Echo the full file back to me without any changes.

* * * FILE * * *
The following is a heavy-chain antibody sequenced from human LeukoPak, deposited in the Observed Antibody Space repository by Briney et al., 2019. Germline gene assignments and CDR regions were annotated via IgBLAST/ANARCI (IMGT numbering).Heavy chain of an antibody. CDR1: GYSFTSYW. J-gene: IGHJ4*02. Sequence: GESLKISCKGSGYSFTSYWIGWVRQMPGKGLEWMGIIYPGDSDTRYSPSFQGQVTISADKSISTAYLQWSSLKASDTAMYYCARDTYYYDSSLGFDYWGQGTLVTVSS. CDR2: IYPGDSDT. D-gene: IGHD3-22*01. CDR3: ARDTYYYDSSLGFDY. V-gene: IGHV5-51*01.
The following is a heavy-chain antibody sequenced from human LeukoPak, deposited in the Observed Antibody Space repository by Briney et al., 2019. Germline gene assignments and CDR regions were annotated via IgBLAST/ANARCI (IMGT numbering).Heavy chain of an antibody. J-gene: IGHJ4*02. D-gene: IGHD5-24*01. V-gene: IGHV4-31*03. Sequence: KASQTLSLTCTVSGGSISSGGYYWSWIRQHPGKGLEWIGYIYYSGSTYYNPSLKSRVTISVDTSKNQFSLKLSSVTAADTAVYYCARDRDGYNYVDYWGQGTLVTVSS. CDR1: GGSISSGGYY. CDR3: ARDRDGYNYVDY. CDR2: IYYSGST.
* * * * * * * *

The following is a heavy-chain antibody sequenced from human LeukoPak, deposited in the Observed Antibody Space repository by Briney et al., 2019. Germline gene assignments and CDR regions were annotated via IgBLAST/ANARCI (IMGT numbering).Heavy chain of an antibody. CDR1: GYSFTSYW. J-gene: IGHJ4*02. Sequence: GESLKISCKGSGYSFTSYWIGWVRQMPGKGLEWMGIIYPGDSDTRYSPSFQGQVTISADKSISTAYLQWSSLKASDTAMYYCARDTYYYDSSLGFDYWGQGTLVTVSS. CDR2: IYPGDSDT. D-gene: IGHD3-22*01. CDR3: ARDTYYYDSSLGFDY. V-gene: IGHV5-51*01.
The following is a heavy-chain antibody sequenced from human LeukoPak, deposited in the Observed Antibody Space repository by Briney et al., 2019. Germline gene assignments and CDR regions were annotated via IgBLAST/ANARCI (IMGT numbering).Heavy chain of an antibody. J-gene: IGHJ4*02. D-gene: IGHD5-24*01. V-gene: IGHV4-31*03. Sequence: KASQTLSLTCTVSGGSISSGGYYWSWIRQHPGKGLEWIGYIYYSGSTYYNPSLKSRVTISVDTSKNQFSLKLSSVTAADTAVYYCARDRDGYNYVDYWGQGTLVTVSS. CDR1: GGSISSGGYY. CDR3: ARDRDGYNYVDY. CDR2: IYYSGST.